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Infant and Child Health

Roseola

Home Treatment - When to Call a Health Professional

Roseola (also known as roseola infantum or infant measles) is a mild viral illness that often starts with a sudden high fever (38.9° to 40°C or 102° to 104°F) and irritability. The fever lasts 2 to 3 days. As the fever drops, a rosy pink rash appears on the torso, neck, and arms. The rash may last 1 to 2 days.

Since the fever is quite high and may come on quickly, fever convulsions may occur (See Fever Convulsions).

Roseola is most common in children from 6 months to 2 years of age. It is rare after age 4.

Fifth Disease

Another common childhood illness that causes a rash is erythema infectiosum, also known as "fifth disease" or "slapped-face fever." The main symptom is a red rash on the face that looks like slapped cheeks and a lacy, pink rash on the backs of the arms and legs, torso, and buttocks. There may be a low fever. The rash may come and go for several weeks in response to changes in temperature and sunlight.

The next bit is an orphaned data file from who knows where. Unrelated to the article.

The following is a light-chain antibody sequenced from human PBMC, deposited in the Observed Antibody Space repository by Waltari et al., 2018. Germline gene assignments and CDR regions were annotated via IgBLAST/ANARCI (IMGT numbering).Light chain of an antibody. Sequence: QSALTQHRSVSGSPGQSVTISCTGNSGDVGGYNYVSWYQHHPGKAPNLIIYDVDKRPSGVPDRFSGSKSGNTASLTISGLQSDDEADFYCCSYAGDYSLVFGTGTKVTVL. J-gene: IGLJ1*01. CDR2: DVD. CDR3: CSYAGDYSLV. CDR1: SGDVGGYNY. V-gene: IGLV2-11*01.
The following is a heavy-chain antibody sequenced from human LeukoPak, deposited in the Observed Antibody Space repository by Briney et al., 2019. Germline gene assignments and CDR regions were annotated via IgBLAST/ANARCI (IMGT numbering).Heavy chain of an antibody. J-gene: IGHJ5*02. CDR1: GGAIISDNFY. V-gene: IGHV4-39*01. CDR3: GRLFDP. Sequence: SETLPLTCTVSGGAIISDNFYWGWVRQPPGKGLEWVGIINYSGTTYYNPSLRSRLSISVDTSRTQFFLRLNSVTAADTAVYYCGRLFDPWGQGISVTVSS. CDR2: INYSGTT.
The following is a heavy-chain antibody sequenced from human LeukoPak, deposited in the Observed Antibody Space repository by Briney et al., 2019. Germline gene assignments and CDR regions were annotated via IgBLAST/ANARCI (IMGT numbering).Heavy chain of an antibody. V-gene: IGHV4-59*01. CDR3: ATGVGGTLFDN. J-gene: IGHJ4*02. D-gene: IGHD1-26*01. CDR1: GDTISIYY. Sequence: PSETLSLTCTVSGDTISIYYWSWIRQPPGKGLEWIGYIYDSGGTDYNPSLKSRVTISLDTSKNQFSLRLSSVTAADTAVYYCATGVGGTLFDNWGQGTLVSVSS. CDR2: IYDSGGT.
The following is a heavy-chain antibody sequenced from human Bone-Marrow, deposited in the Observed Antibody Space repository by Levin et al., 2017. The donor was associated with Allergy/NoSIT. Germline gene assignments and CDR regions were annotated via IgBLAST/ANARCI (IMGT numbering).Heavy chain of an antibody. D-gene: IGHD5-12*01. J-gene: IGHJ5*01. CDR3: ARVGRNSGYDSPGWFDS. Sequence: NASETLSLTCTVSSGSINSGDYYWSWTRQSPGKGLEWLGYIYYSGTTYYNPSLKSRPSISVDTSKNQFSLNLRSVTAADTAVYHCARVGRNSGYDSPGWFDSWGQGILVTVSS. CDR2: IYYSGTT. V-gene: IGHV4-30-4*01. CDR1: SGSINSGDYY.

A child with fifth disease is most contagious the week before the rash appears. Once the rash has developed, the child is no longer contagious.

Home Treatment for fifth disease is simply to keep the child comfortable and watch for signs that a more serious illness is present (fever over 38.3°C or 101°F; child seems very sick).

Fifth disease is harmless in children, but it poses a slight risk to developing fetuses. Pregnant women should avoid exposure if possible. If you are pregnant and are exposed to a child with fifth disease, or if you develop a fifth disease-like rash, contact your obstetrician.

Home Treatment

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  • If the child is uncomfortable, reduce the fever. See Fever.

  • Give the child lots of liquids.

  • If a fever convulsion occurs, See Home Treatment.

When to Call a Health Professional

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See under Fever When to Call a Health Professional.

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